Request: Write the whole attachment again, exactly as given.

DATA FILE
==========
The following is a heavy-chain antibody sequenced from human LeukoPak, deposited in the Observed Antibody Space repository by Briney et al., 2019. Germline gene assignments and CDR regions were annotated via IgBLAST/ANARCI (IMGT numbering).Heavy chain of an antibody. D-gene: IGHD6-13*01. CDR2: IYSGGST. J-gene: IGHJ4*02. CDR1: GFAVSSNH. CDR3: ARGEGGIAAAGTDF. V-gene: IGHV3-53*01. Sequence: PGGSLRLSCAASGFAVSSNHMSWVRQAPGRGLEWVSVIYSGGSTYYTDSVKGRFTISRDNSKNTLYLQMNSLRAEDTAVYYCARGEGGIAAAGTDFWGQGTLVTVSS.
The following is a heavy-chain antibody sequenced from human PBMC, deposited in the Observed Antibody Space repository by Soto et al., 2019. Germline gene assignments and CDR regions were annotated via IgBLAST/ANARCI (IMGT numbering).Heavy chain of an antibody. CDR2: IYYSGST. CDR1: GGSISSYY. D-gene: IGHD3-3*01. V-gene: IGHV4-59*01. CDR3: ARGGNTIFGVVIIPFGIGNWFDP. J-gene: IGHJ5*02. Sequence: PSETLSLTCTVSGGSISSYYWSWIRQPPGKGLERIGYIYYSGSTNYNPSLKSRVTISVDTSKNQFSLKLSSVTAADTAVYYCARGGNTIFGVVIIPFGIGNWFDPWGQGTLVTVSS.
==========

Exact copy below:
The following is a heavy-chain antibody sequenced from human LeukoPak, deposited in the Observed Antibody Space repository by Briney et al., 2019. Germline gene assignments and CDR regions were annotated via IgBLAST/ANARCI (IMGT numbering).Heavy chain of an antibody. D-gene: IGHD6-13*01. CDR2: IYSGGST. J-gene: IGHJ4*02. CDR1: GFAVSSNH. CDR3: ARGEGGIAAAGTDF. V-gene: IGHV3-53*01. Sequence: PGGSLRLSCAASGFAVSSNHMSWVRQAPGRGLEWVSVIYSGGSTYYTDSVKGRFTISRDNSKNTLYLQMNSLRAEDTAVYYCARGEGGIAAAGTDFWGQGTLVTVSS.
The following is a heavy-chain antibody sequenced from human PBMC, deposited in the Observed Antibody Space repository by Soto et al., 2019. Germline gene assignments and CDR regions were annotated via IgBLAST/ANARCI (IMGT numbering).Heavy chain of an antibody. CDR2: IYYSGST. CDR1: GGSISSYY. D-gene: IGHD3-3*01. V-gene: IGHV4-59*01. CDR3: ARGGNTIFGVVIIPFGIGNWFDP. J-gene: IGHJ5*02. Sequence: PSETLSLTCTVSGGSISSYYWSWIRQPPGKGLERIGYIYYSGSTNYNPSLKSRVTISVDTSKNQFSLKLSSVTAADTAVYYCARGGNTIFGVVIIPFGIGNWFDPWGQGTLVTVSS.